PIEDRAS NEGRAS, Mexico - Officials said Tuesday they suspect the brutal Zetas drug cartel orchestrated the mass tunnel escape of more than 130 inmates at a northern Mexico border prison, possibly to replenish its ranks after suffering blows from a rival gang.
Jorge Luis Moran, public safety secretary of the northern border state of Coahuila, told The Associated Press that inmates inside the prison reported that those who plotted the escape were Zetas members and that some prisoners not in the gang were forced to go along.
"Clearly, the Zetas are behind this escape," Moran said.
Police are also investigating whether the prison break might be linked to seizures of empty passenger buses in the region that could have been used to pick up the escapees and an attack on police officers deployed to the prison Monday, he said. Four alleged criminals were killed in that shootout.
State officials said Monday night that 132 inmates had escaped through a tunnel from the prison in Piedras Negras, a city across the border from Eagle Pass, Texas.
On Tuesday, Moran revised the total to 131. He said three female inmates initially thought to have been fugitives were found hiding in a prison visiting area, but two other prisoners not initially included in the original tally were discovered to have escaped as well.
Late Tuesday, Moran announced two of the inmates were captured after a shooting with state police. They were armed in an SUV driving about 40 miles away from the prison, Moran told the Milenio TV station.
The escape tunnel was 21 feet (6 1/2 metres) long and 4 feet (1.2 metres) in diameter, and after passing through it, the prisoners cut their way through a chain link barrier, authorities said.
Federal police units and Mexican troops, including 70 members of an elite military special forces unit, were searching Tuesday throughout the state of Coahuila for inmates who fled the prison.
The Zetas cartel has been fighting a bloody turf battle with the Sinaloa cartel in that border state. Moran said the Zetas controlled the drug corridor until 2010, when members of the powerful Sinaloa gang were sent to the state. The Sinaloa cartel is led by Mexico's most wanted man, Joaquin Guzman.
Moran said the Zetas have also been hit by arrests, fatal shootings and guns seizures. "They are running out of people," he said.
Collusion between guards and drug gangs has played a role in past Mexican prison escapes. Following the mass break in Piedras Negras, the director and two other employees of the state prison were detained for an investigation.
President Felipe Calderon called the jailbreak "deplorable" in a statement posted on his Twitter account Tuesday. He appeared to re-ignite a long-running dispute between federal and state authorities, writing that "the vulnerability of state law enforcement institutions must be corrected."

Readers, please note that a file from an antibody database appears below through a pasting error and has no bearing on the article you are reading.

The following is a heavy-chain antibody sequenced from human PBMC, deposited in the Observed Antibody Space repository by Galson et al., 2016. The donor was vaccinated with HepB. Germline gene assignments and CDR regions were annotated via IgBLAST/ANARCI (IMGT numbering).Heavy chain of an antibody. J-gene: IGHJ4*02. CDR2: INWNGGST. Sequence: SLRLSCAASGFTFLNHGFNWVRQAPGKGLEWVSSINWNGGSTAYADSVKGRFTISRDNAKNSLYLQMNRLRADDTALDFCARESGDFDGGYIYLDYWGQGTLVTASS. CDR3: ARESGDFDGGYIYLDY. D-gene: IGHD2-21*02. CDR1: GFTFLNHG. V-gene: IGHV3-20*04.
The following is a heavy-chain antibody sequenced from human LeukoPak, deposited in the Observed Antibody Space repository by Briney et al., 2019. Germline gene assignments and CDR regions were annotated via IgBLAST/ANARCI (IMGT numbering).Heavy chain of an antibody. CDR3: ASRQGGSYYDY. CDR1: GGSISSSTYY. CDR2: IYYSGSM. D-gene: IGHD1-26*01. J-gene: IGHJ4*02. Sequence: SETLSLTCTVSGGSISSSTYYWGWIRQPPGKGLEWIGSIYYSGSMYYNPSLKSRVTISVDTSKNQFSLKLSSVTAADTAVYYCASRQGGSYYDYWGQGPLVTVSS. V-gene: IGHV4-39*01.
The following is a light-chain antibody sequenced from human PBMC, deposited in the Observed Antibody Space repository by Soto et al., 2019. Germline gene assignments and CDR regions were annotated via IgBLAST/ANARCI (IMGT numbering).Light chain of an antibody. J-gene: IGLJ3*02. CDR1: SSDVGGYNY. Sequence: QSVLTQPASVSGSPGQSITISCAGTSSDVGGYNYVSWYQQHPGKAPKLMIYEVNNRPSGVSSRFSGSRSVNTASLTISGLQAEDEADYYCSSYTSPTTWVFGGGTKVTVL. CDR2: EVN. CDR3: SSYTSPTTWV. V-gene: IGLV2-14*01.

Federal authorities have been pushing to have all state and municipal police and law enforcement officials submit to background and anti-drug checks, as well as vetting for possible links to organized crime.
But state authorities have been dragging their feet. On Monday, federal Interior Secretary Alejandro Poire said that only 180,000 of the country's 430,000 city and state police officers had been vetted and checked and that about 65,000 of those tested had failed the tests.
Moran complained that Coahuila's attempts to comply with the vetting process may have been responsible for the low number of guards on duty at the Piedras Negras prison when the jailbreak occurred. Only 12 guards were watching over 734 inmates, after some guards and officials were dismissed after failing background checks, he said.
In February, nine guards at a prison near the northern city of Monterrey confessed to helping 30 Zetas drug gangsters escape. Not only did the Zetas flee, but during their jailbreak, other Zetas slaughtered 44 inmates who belonged to the rival Gulf cartel.
In December 2010, 153 inmates escaped from a prison in the northern city of Nuevo Laredo, across from Laredo, Texas. Authorities charged 41 guards with aiding that escape.
State authorities complain that their relatively low-security prisons are forced to hold dangerous inmates being held on federal charges like drug trafficking and organized crime.
They have called on federal officials to take federal inmates out of state prisons, and some of the most dangerous federal inmates had been transferred out of the Piedras Negras prison in recent months.
Coahuila Attorney General Homero Ramos said 86 of the escaped inmates were serving sentences or awaiting verdicts for federal crimes, such as drug trafficking, and the rest faced state charges.
U.S. border officials said they were on alert, and Eagle Pass Police Chief Tony Castaneda said his department had received the list of 87 escaped federal inmates. No escapees had been reported crossing the border.
Associated Press writer Oscar Villalba reported this story in Piedras Negras and E. Eduardo Castillo reported from Mexico City.
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